W5 800 cars out from the depot, while SW6 870
observes the compulsory stop at the facing points of the 'junction'.
870 picks a break in traffic to pull out from the Ammo Factory,
while 800 is edging across the junction.
As you can see in the above photos, neither the concrete of the tram tracks, or the tarmac and road markings are dead flat or ruler straight, as per prototype. The tarmac is 600 grit wet/dry sandpaper, cut and trimmed to size, the edges are dressed with a grey felt tipped pen, patches of 'tarmac' are glued to the 'concrete' of the tram tracks for pot hole/broken rail repairs.
The road markings/clearance lines are strips of office paper cut to a width of just over 1mm, then glued with PVA directly to the road surface.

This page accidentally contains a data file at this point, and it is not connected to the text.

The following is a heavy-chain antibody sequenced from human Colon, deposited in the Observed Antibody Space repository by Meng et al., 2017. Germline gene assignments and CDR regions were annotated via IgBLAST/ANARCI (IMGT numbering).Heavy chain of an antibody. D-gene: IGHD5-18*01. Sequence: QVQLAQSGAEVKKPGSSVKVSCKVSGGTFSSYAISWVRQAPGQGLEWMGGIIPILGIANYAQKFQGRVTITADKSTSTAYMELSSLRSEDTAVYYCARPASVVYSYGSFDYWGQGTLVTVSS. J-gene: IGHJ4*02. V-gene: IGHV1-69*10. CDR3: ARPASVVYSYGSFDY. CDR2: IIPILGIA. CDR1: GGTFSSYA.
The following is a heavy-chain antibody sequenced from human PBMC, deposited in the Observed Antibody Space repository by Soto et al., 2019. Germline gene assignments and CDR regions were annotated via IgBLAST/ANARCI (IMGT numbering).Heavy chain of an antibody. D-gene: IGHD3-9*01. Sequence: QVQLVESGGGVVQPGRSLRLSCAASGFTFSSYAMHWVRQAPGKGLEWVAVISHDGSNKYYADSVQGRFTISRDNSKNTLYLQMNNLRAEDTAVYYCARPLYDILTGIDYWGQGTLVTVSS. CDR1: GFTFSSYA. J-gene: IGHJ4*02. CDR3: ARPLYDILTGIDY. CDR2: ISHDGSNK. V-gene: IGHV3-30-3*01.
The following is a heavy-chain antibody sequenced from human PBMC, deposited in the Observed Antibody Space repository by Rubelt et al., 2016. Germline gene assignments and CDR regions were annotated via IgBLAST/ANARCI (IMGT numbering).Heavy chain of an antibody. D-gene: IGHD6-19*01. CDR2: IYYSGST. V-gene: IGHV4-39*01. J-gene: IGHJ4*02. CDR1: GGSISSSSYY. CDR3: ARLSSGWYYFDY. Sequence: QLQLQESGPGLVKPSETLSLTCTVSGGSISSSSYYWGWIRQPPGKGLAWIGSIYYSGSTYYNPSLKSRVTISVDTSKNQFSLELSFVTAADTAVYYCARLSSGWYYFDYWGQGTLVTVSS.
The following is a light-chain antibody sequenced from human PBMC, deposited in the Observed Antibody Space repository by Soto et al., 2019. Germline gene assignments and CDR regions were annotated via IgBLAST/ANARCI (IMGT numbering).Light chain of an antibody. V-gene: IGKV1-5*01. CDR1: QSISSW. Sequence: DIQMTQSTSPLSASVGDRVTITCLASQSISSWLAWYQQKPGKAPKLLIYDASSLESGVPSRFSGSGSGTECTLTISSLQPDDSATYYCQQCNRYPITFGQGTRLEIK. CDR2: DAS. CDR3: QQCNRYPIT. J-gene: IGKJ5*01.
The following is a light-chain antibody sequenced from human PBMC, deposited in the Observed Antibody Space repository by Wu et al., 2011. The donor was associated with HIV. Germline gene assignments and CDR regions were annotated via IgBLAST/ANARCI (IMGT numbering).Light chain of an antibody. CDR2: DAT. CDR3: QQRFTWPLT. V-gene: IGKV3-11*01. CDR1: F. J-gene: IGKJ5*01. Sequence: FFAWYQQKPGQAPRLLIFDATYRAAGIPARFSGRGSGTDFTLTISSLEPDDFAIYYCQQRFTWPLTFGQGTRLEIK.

The Depot roads received a similar treatment of tarmac, clearance lines and fouling marks.
Rollingstock lined up at the Depot.
The fouling marks are between the rails on the individual roads, no tram is to proceed past, or be berthed over them when another tram is in the area, so not to have a collision, the clearance lines are so other vehicles are aware of the potential overhang of the rollingstock. The white dusty marks on the tarmac are where the drivers have tested their sanders before entering service.
The fouling marks and clearance lines at work.
Looking out from road 2 at the Depot
along Victoria Street.
This weekend marks the one hundredth anniversary of the start of the Gallipoli campaign, and in turn the observance of Anzac Day,(Australia's memorial/remembrance day). I did a post a few years ago about this and its significance.
This year I assembled a few more people around the cenotaph at the Victoria St and Epsom Rd end of the layout.
'Lest We Forget'
From under the wires,